week and will make 'a complete
study of the plans and offer rec
ommendutions.
It is expected that with sub
mission of the completed report to
Washington a senate amendment
to the Bureau's appropristion bill
will be introduced to provide funds
for the project. Senator Hugh
Mitchell has signified his intention
of following this procedure.
A similar actiOn in December
failed because the report had not
been completed. It is felt now that
because of the immediate need for
land for settlement that the pro
iect will. be givm favorable con
sideraiion.
'l' h e Bureau’s propr'lation
measure is in the He'lr’ae now and
itisexpectedthatitwillreaehthe
Senate early next month.
A from m will
attenflugreeting Monday in 8 -
bane of the Columbia Basin £-
'mitteein the interests of the Ken
newiek project. Assistant Director
Ear-l Warneofthe Buroauofaec
lamation will be meant at the
meeting and time been allot-.
ted the Kennewick delegation to
meet with him and other reclama
tion men following the meeting.
Kennewick boosters for are pro
mo?“ 0 getting final appro
“for“ would. I: is believed that
years 0 promotion more
headway has been made now than
at any previous time.
Bad-Heeling
Sewn-Pm
Ments ot the Kennewick am
'ownin; land in the Columbia Ba
sin Project will meet in the 0.8.0.
building in Paco Monday. March
25. at 8 pm. with representatives
'.'": Columbio‘Buin Commis-
‘ Terms of the United States Bur
eau or Reclamation’a reewdable
contracts to:- irrigation waiter will *
be explained. Free notary aervice
will bemlded landowners who
Electing la betw “l 34%
‘ p ee een
pm. Monday. -
Jqu'Tum-ufl: -
. we:
said mm an rite nhould
amen meeting an sign con
tracts together. Per-om w o own
irrigable land in the Basin and
have not received a cont-act,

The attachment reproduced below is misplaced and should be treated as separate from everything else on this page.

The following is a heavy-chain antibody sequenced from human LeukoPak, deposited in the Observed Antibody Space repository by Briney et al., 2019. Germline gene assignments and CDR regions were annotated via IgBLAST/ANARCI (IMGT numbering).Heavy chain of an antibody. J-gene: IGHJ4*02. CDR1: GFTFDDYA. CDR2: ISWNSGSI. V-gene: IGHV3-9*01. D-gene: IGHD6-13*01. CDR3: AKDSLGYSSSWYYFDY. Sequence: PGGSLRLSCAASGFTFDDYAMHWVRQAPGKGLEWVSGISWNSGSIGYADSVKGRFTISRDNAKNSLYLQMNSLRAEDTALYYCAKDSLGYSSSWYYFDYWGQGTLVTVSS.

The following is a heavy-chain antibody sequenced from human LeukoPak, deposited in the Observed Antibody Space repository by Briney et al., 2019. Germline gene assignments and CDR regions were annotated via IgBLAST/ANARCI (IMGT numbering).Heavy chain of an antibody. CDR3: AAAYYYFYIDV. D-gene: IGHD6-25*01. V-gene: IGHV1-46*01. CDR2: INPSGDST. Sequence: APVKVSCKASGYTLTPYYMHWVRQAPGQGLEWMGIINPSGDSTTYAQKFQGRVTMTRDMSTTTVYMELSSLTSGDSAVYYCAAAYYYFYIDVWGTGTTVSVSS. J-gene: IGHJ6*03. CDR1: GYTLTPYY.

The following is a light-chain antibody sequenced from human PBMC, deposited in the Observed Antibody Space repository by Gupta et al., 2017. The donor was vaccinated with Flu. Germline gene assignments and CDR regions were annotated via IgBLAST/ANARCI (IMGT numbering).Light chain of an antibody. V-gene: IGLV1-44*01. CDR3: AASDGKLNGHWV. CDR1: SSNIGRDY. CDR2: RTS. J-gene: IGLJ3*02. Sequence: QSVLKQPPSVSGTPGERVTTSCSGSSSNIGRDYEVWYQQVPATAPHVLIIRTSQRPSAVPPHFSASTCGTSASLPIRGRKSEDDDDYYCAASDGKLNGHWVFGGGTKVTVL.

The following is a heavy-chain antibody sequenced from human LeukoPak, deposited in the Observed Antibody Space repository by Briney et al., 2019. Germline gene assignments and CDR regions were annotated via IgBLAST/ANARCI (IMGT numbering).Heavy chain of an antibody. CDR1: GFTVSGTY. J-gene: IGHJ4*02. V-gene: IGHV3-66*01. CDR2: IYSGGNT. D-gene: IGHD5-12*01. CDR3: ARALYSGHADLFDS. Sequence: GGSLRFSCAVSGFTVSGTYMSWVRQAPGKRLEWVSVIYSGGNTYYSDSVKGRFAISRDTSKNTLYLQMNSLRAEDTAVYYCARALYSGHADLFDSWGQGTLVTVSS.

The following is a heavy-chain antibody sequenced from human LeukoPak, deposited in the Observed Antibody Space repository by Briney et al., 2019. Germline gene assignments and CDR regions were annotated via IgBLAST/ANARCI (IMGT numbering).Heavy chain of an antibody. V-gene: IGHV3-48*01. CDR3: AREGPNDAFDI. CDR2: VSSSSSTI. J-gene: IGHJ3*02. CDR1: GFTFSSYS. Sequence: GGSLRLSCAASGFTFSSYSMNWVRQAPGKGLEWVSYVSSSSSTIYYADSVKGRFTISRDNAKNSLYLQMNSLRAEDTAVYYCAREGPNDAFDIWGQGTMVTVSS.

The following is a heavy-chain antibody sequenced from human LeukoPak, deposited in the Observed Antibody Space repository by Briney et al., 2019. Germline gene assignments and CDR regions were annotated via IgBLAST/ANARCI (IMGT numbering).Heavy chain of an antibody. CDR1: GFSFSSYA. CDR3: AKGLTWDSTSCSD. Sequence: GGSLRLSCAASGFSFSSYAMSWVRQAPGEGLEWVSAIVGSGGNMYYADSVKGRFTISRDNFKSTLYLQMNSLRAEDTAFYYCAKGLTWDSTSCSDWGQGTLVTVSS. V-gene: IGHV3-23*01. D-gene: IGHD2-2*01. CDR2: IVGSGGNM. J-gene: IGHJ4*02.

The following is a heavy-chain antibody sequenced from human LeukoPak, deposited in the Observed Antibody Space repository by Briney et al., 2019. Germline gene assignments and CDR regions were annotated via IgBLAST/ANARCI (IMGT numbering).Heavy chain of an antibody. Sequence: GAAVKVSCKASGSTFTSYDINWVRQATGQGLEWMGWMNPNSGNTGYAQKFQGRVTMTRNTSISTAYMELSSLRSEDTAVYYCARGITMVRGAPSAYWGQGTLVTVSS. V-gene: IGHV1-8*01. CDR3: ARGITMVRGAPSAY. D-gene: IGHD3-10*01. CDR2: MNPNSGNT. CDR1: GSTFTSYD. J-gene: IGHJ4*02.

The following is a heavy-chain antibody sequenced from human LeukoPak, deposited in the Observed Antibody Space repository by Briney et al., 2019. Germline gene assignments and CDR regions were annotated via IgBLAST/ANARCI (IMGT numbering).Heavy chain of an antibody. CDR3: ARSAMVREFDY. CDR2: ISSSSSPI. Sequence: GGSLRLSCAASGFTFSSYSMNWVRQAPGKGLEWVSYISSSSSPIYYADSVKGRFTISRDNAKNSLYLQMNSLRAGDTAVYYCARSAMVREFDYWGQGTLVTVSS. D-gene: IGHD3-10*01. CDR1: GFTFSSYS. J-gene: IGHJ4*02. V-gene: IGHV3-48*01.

should write the Bureau of Recla
getgn at Coulee 01:: Meantime
o 'm ‘ 00!!!!) ”‘9‘: on
of their property.
Inn! Co
Emerge-afield:
‘ Benton county’s cut-ment expenee
fund was enriched this week to the
extent of $75,000 from the State
We: lhneuency fund. This was
done in recognition of the fact that
the county has lost heavily in tax
revenue from the area now includ
ed in the Hantord proiect which is
W hon) county levies. Fur
thesmou the We of popula.
tion in the county has added eon-
MW to the expense of opera-
The 00111“! Will soon can for
bids on nova-l road oiling jobs.
Thouroadlofledhltspflnzwfll
be Mmmwgaded in the
oiling mm
Wanton- of roads
thug have_cauled maintenance
mnemionotaum
Wand of Hartfordm'eetu
wiluahnltmflcottenthaw
mmincluded.
Old West Is Theme
OgmdlhndOGram Meet.
02.3): Old West ““01“!th theme
mule: meeting e High
lends Grange March 14. Cowhand
songs. a leading and a play. “Mail
Code:- Wife." were presented. An
original western. poem was read
by C. E. Bldley. '
Pomona Grange officers attend
ed the meeting on a visiting tour
of the county’s Oranges. Commit
tee: gave reports and Pomona ot
flcere commented on Grange ac
tivittea.
At the next meeting, March 38. a
6:80 potluck annex-Whetst
tum. Mamba! we liked to
Mamba-mm
plutorthdrhmtflundultub.
mmwfllm an
Wm
NO. 51